PUBLISHED: 18:02 05 May 2015 | UPDATED: 13:05 30 August 2017

Walks in the Isles of Scilly offer jaw-dropping views, photo opportunities at every stride and wildlife, flora and fauna and history

Now is the perfect time to head over to the stunning subtropical Isles of Scilly. Be inspired with a walk around Bryher from expert KATHARINE SAWYER from Scilly Walks.

Each April hundreds flock to the stunning Isles of Scilly to explore its secrets with 25 guided and themed walks across all the inhabited islands - and some of the uninhabited with the now annual Walk Scilly event. Along with jaw-dropping views, photo opportunities at every stride, the walks will get you up close with the wildlife, flora and fauna and learn about islands’ amazing history.

Boots on, let’s go!

1 From Church Quay follow the track round to the right and then bear left when you reach the public toilets. In front of you is the Church of All Saints. It was built in 1742 and was originally much smaller. It was enlarged twice during the 19th century and the height of the roof was raised in 1930.

2 On leaving the church, turn left and walk to the crossroads at the top of the hill. Turn sharp left and continue uphill. At the brow of the hill turn right on to a grass path to the highest point of the hill. This is Timmy’s Hill and here you will find a pilot lookout, which survives as an unroofed three-sided structure with boulder walls. This is the only known example of a purpose-built pilot lookout in Scilly and is probably 18th or 19th century in date.

3 Retrace your steps a little way, then turn right in front of the water tanks and go down the hill. Turn right at the bottom, then sharp left in front of the wooden chalets. There are several sub-tropical plants flourishing in this area, including the succulents Lampranthus and Mesembryanthemum from South Africa and Geranium maderense from Madeira.

4 Follow the track round the corner to the right. You will come to the Forge; this was originally built as a house and is a rare surviving example of a single-storey 18th century dwelling, once very common in the islands (the building is still in use so please do not enter).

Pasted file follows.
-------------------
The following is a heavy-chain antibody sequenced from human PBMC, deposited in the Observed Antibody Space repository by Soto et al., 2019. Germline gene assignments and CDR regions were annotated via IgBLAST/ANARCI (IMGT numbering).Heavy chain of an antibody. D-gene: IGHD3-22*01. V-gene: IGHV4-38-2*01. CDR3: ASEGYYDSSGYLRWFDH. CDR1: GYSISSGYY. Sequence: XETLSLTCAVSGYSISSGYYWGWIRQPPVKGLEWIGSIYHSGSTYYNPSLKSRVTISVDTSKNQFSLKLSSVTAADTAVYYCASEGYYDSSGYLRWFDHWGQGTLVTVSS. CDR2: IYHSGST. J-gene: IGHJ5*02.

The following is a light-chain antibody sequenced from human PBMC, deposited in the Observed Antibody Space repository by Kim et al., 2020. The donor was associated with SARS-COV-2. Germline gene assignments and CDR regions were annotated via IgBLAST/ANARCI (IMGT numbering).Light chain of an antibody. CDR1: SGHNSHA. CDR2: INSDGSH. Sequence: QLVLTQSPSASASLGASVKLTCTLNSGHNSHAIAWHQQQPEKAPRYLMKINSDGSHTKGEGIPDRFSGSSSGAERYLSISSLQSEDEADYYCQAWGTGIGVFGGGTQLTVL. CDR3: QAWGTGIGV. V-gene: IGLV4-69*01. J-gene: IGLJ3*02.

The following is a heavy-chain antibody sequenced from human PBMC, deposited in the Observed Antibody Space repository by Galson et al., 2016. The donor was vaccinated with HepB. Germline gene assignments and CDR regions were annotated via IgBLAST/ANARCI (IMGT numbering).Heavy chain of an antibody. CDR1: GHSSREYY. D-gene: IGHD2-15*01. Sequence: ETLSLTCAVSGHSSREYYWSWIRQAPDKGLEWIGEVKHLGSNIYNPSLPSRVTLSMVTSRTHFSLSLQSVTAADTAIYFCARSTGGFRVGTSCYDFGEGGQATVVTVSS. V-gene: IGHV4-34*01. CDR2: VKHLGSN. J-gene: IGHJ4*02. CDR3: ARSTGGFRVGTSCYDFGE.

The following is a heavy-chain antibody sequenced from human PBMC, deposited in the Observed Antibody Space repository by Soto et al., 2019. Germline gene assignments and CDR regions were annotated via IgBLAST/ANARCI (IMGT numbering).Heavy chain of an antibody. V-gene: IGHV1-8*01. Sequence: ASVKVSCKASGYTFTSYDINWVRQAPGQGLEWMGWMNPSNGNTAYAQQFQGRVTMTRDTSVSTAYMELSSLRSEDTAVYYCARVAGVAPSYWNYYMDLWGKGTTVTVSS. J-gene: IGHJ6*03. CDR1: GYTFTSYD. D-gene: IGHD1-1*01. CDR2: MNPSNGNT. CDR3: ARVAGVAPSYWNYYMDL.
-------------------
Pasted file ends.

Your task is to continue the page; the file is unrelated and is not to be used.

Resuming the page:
5 Continue down the road to the next building on the left. This is Veronica Farm, an early 19th century farmhouse with a later 19th century extension. Note the traditional scantle slate roof on the extension on the left. The small building to the right of the farmhouse is believed to be the brewhouse (please note that Veronica Farm is a private house so do not enter).

6 Continue along the track to The Green, the open area above the beach. Follow the path parallel to the coast. To the right of the path is a traditional Admiralty Pattern anchor which is believed to have come from the floating maintenance dock at the Royal Navy flying-boat station on Tresco during the First World War.

7 Continue along the coastal path to Works Point. On your right you will see the drystone walls of old bulb strips and, in spring, the narcissi here still grow in rows. Flower farming was introduced to Scilly in the late 19th century and was an important industry in the first half of the 20th century. Although it has since declined, it remains a significant part of the islands’ economy.

8 After Works Point walk inland, following the path above the stone walls and below the large rock outcrop. Go round to the right and walk uphill on a grassy path. Then turn sharp right and take the steep uphill path to the small standing stone at the top. You are now on Samson Hill and this stone commemorates the 1989 filming of Michael Morpurgo’s book Why the Whales Came which is set on Bryher and Samson during the First World War.

9 Continue across the hilltop to the left to where you can see a large rock outcrop surmounted by a boulder with a horizontal top. Turn right just before you reach the outcrop, then turn left to go downhill. Follow the path down the hill, turn right when you reach the bottom and continue to the level open area. Turn right and make your way to the path closest to the coast. Here you will see many Pittosporum crassifolium and Coprosma repens bushes. Both these plants originate in New Zealand and were introduced to Scilly as windbreaks. Pittosporum is the more common and has dark leaves with pale undersides, Coprosma has bright green, glossy leaves.

10 Follow the path to the old Golden Eagle gig shed, now an artist’s studio, then turn right on to the track between the houses and follow this to the driveway to the Hell Bay Hotel. Continue on the path straight ahead to the crossroads at the hilltop.

To return to Church Quay: At the crossroads go straight across and down the hill, past the church and round to the right to the quay (approximately 5 minutes).

To return to the Bar (Anneka’s Quay): Turn left at the crossroads and follow this road up the hill, round the corner to the right and then down the hill to the quay (approximately 10 minutes).

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